Tag Archives: Art

Marvellous Pieces of Botanical Art


Bloody hell and Pusteblume-noch-eins! I couldn’t resist spending precious Sunday in order to digitise a postcard set with Plants from the Woods and Forests of Chile. These watercolour paintings in The Royal Botanic Garden Edinburgh were – oh so – devoted to beautiful nature. I need to get in touch with the Turkish botanical artists to give my cordial compliments!  Continue reading

Kelvingrove and Hunterian Museum in Glasgow

It takes about 20 minutes by foot from Glasgow center to the Kelvingrove Museum & Art Gallery and The Hunterian venues on the Glasgow University campus.

I like the eccentric mixture in British city museums and the Kelvingrove is not an exception.
An area of the museum is dedicated to art during the Holocaust. The objects are arranged in a corner and  spread out along the aisle. On the other site allured a huge vitrine with an impressive Scottish sword collection the visitor. Hard to decide on what to look at.
The current temporary exhibition presents etchings from the war artist Percy Smith about the human tragedy of the WWI. Odd to see a gas mask on an etching piece. The next cabinet states: I wanted to conquer Paris with an apple. Paul Cezanne. The blackness of death and the colour of fruit easily come hand in hand here: look out for the unexpected in British Museums!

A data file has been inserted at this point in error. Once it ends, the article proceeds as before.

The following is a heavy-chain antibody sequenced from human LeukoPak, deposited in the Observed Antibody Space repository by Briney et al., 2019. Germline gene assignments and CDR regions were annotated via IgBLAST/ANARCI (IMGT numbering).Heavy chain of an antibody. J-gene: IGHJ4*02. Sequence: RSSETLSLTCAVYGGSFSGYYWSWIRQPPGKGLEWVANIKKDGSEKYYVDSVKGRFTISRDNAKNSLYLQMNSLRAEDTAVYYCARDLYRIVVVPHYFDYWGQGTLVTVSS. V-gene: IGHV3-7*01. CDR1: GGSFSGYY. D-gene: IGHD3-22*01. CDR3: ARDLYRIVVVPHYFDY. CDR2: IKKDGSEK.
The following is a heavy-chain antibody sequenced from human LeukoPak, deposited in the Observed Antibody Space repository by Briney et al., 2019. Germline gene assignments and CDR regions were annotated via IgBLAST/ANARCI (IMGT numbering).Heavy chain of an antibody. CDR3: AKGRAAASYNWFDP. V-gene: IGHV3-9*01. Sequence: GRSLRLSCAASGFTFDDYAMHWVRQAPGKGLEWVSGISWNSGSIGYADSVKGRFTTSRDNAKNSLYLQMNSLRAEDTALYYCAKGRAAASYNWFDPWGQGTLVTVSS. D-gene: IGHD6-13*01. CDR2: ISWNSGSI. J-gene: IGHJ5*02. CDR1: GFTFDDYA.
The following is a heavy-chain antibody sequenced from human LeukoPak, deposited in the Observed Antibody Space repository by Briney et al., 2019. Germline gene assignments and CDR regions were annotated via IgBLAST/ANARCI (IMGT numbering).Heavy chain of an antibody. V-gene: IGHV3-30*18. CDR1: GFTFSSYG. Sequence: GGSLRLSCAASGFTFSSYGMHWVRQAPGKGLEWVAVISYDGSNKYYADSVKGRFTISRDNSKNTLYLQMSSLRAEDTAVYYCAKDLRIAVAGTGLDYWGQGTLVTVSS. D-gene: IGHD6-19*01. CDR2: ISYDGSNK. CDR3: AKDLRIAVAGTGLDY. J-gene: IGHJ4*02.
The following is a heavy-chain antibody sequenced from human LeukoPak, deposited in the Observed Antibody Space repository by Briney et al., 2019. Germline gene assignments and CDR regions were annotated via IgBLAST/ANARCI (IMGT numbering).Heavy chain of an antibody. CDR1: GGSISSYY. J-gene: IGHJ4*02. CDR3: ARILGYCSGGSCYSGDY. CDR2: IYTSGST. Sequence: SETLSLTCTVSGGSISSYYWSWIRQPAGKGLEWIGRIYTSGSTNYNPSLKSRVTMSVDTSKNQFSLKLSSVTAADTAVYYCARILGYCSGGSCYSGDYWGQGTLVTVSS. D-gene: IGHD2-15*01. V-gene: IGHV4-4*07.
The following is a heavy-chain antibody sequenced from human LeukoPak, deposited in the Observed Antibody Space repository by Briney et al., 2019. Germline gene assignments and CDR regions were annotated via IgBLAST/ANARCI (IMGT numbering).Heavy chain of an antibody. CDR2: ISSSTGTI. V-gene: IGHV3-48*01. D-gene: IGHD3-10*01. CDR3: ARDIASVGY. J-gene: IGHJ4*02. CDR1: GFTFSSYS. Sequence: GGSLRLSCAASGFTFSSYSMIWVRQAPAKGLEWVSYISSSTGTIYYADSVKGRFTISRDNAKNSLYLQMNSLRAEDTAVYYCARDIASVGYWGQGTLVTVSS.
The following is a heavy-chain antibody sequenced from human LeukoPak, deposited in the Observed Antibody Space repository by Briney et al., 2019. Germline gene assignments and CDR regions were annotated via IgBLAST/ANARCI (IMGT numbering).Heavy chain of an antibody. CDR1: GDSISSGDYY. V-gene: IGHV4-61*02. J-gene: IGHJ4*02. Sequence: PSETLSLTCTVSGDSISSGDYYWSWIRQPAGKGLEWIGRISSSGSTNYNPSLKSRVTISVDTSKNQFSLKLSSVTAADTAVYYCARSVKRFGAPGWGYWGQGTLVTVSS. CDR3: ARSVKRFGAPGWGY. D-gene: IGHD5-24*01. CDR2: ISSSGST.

What really got me today was the permanent display in the Hunterian Museum. The Hunterian actually consists of an art gallery, an anatomy museum, a zoology museum and the Hunterian Museum. The rather small Hunterian Museum presents archaeological, paleontological, geological, zoological, entomological, ethnographical and numismatic highlights. The artefacts are well-considered picked and affectionately presented and the exhibit hall gives a – not less then – superb impression.

Both venues plus a fish & chips serving made a reasonable day in Glasgow!

Strange Terms For Grand Types Of Books

I found this passionate article about incunables and facsimiles published in the magazine of The National Library of Scotland DISCOVER: La Hypnerotomachia di Poliphilo by Francesco Colonna (1499) supposed to be one of the most beautiful incunabula ever printed and William Morris’s Edition of The Works of Geoffrey Chaucer (1896) witnessed the aesthetic choices of the 19th artistic craftsmanship in contrast to  industrialisation and mass production.